making saltine candy “almost gourmet” for christmas
I’ve made saltine candy (also known as “caramel chocolate crackers“) for Christmas for a few years now. Last year, Stacey joined me and we experimented with flavors – actually, just one flavor – and bacon saltine candy was born.
This year I wanted to “step it up” and Stacey and I created eight (!!) different batches of saltine candy – experimenting with flavors, spices and other additions to the caramel – such as evaporated milk, cinnamon, chai, and whiskey.
Here are a few highlights, plus a list of all of our flavors from this year!
Just a few of the items I had laid out for our candy making experiment.
And some of the seasonings. Yeah, I actually have more than 5 salts in the cabinet… does that make me some kind of salt snob? (Answer: probably).
This year I stuck with 1 to 1 ratios of butter to brown sugar. We had a few smaller batches due to the size of some of the baking pans and had to adjust the amount of caramel needed. The 1 to 1 ratio made it easier to figure things out. For large trays, we did 1 stick of butter and 1 cup of brown sugar, smaller trays 3/4 cup of each. For additions, I just guessed and poured stuff in, usually about 1/4 cup if we used a liquid (such as evaporated milk or whiskey).
One of my first experiments was using cinnamon graham crackers instead of saltines for some “gingerbread s’mores” candy. I used the wrong kind of pot though, and the caramel got a little overcooked, hence the super dark color. The caramel here also had the addition of cinnamon, ginger and cloves put into the caramel.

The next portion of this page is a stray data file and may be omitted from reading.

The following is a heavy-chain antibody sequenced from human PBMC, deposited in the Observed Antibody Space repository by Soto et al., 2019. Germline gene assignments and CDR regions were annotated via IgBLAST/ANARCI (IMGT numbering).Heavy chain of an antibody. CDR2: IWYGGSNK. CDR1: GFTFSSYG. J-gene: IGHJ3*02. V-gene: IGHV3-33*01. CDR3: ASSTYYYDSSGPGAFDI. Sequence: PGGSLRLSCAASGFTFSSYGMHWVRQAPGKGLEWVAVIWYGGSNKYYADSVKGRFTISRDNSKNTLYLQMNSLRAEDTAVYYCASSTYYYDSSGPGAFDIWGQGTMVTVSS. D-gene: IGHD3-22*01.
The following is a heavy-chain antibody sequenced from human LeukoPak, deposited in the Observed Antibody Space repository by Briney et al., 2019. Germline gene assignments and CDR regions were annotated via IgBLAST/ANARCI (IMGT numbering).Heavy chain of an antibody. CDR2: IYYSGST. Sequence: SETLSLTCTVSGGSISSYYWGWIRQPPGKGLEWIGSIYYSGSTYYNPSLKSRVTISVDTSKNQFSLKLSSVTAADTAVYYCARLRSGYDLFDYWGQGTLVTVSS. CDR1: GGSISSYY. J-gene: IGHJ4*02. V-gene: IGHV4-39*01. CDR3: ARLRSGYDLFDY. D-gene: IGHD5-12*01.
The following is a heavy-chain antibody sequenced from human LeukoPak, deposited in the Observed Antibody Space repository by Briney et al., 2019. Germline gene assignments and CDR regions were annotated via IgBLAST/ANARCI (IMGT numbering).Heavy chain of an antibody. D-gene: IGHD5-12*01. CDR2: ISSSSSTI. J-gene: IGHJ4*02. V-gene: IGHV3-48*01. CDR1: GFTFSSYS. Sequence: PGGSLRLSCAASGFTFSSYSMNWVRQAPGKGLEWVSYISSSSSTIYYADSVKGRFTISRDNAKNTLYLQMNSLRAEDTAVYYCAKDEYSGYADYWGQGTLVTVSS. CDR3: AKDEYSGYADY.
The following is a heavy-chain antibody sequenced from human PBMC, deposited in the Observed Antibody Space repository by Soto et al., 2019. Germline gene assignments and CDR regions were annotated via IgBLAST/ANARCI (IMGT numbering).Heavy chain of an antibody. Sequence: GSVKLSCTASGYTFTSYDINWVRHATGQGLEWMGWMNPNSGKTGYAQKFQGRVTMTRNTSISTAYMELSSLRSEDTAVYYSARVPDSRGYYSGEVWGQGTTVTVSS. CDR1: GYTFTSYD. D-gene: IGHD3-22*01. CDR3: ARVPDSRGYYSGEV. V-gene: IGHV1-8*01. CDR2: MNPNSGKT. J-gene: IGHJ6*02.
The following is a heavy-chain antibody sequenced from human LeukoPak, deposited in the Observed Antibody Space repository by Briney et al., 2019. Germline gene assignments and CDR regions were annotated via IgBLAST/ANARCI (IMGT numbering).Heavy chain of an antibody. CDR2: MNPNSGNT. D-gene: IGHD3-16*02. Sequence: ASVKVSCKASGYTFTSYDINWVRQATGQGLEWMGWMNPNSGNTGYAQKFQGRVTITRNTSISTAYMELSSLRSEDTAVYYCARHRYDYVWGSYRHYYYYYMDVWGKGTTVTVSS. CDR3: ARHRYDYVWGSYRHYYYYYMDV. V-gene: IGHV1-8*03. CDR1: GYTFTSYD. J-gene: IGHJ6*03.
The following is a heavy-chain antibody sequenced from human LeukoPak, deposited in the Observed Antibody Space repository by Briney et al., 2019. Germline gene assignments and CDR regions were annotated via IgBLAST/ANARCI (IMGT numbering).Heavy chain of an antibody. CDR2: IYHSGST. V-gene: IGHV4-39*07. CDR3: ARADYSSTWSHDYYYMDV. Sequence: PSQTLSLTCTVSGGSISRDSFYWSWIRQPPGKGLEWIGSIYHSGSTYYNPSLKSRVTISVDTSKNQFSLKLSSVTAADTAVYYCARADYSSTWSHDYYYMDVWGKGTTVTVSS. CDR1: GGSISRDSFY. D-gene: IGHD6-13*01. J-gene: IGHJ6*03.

As well as pecans, white chocolate and caramel flavored marshmallows. Marshmallows, as it turns out, are really hard to cut. This gingerbread inspired batch turned out nicely, though maybe a little crunchier than I would have liked…
Lesson learned from this batch? Use a thicker, heat conductive friendly pot for making caramel.
It was interesting to see how different additions really affected how the caramel turned out. On the top, that caramel had the addition of evaporated milk, while the one on the bottom did not have any additional liquids (and was left sitting on the counter for a few minutes before we could pop it into the oven).
One of my favorite additions this year was Jack Daniels and Jim Beam whiskey. It added a nice additional background flavor to the candy that I really ended up liking. Might have to try this candy out with more booze next year.
The Jack Daniels caramel was paired up with some slivered almonds for a nice crunch.
Stacey got to practice her “candy karate chopping” skills this year. Can’t let oneself slack and get rusty. Never know when you’ll need to karate chop candy again.
This is the bacon saltine candy before the chocolate got melted on it.
Stacey and I could not remember how we made this last year… since it didn’t seem to turn out the same way. Probably didn’t need to put a pound of bacon on top of these crackers either… but we totally did. We ended up adding a lot more chocolate just to cover up the crazy amount of bacon we put on and then stuck this in the freezer to make it set up. A sprinkle of smoked salt also went on top as a finishing touch.
Also found this bag of Peppermint Bark Baking Bits at Trader Joe’s – a fun topping for one batch! This was put on top of a batch that also had Jim Beam whiskey and fleur de sel in the caramel with milk chocolate.
Andes Peppermint Crunch was also a pretty festive looking option for one of our batches this year. The further we got along, the more we liked the evaporated milk as an addition (or any liquid) to help make a smoother, thicker caramel sauce.
We also made one “plain” batch with only blue sugar and blue sprinkles, one “pumpkin chai” batch using pumpkin chai tea latte mix, and one batch with just fleur de sel salt sprinkled over the top.
All in all another successful year in candy making. These make for great gifts and I don’t know a soul who doesn’t just eat this candy right up. Best of all, it’s super easy to do and the flavors can be easily manipulated to make something unique and almost “gourmet”.